- a. covers main aspects: Acceptable
- b. focused/on topic: Needs work
- I'm a bit concerned that you go into too much detail on the military campaigns that happened under Dorgon. I'm willing to be swayed on the matter though, if you can make a good case for it.
- Ok, this is the toughest point to defend, because this section is indeed a little long. But here's my angle. First, the main events of the Dorgon regency were military campaigns, so I think they deserve detailed treatment. Second, this content can be found nowhere else on Wikipedia. Third, almost no printed sources (that is, English-language reliable sources on this period) give this kind of coverage, because they're usually either very concise (Jonathan Spence's Search for Modern China, Frederick Mote's Imperial China, 900-1800) or extremely long (Lynn Struve's book on the Southern Ming, or Frederic Wakeman's Great Enterprise). Summarizing all the main campaigns in a single page is a very useful contribution.
- Let's look at this long section in detail. Devoting one paragraph each to Li Zicheng (nemesis of the Ming) and Zhang Xianzhong (the "butcher of Sichuan") doesn't seem excessive. The Jiangnan section is longer, but it discusses major events like the birth of the Southern Ming, the Yangzhou massacre, and the "haircutting command," the last two of which had repercussions into the late nineteenth and early twentieth centuries (as the two images illustrate). I slightly simplified the prose and removed a few details. The Southern Ming section, though, is too long, so I cut it from four to three paragraphs. I simply moved the extraneous details to the undeveloped Southern Ming. Let me know what you think! Madalibi (talk) 07:07, 15 September 2012 (UTC)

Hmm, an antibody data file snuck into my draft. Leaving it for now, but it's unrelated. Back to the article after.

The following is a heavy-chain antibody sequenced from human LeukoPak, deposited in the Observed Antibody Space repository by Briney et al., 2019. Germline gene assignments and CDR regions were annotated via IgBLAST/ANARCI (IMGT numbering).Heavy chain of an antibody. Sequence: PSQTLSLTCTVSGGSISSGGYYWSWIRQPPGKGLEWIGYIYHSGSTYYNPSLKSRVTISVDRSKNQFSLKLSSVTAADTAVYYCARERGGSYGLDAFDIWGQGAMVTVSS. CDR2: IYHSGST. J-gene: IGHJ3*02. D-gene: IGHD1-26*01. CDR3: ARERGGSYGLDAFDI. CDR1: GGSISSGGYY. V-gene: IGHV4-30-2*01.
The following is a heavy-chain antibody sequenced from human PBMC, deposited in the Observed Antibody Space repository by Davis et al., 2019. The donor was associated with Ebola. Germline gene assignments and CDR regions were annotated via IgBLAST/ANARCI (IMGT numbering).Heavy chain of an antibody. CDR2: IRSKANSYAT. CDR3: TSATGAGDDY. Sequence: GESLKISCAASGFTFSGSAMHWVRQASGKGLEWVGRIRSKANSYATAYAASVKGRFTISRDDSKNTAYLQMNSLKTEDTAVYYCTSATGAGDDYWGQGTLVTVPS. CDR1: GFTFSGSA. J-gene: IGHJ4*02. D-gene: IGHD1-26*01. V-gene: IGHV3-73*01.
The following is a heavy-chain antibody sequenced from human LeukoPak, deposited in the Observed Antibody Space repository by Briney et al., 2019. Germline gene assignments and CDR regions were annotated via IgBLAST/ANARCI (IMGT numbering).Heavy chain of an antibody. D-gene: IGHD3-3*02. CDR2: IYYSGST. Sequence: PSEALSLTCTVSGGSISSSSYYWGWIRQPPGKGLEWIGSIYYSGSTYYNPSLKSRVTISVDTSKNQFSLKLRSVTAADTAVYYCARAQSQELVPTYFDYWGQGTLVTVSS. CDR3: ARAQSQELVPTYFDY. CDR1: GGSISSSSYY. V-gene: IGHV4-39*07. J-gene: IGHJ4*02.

- a. license/tagging correct:
- File:ManZhow 8Flag White.jpg - this file has no source information. Please supply a filled out Template:Information template for this image, replace the image, or remove it. Technically I should have placed it up for deletion on sight, but I won't do that while the GA is active.
- File:Shanhaiguan.gif - same as above.
- File:Long-wu.jpg - the source on this file isn't valid. Please fix this, replace the image, or remove it.
- I simply removed this one and moved the remaining images around to fill the void.
- File:The Shunzhi Emperor.PNG - the source is invalid (it links to a search engine page, not the page hosting the image). Please give the direct source and supply a filled out Template:Information template for this image, replace the image, or remove it.
- Replaced with a painting of birds by a renowned painter who happened to be distantly related to the Ming imperial household.
- b. relevant/properly captioned:
- Captions that are not full sentences (such as the ones for the first two images in the "Transition and personal rule (1651–1661)" section) should not end in periods/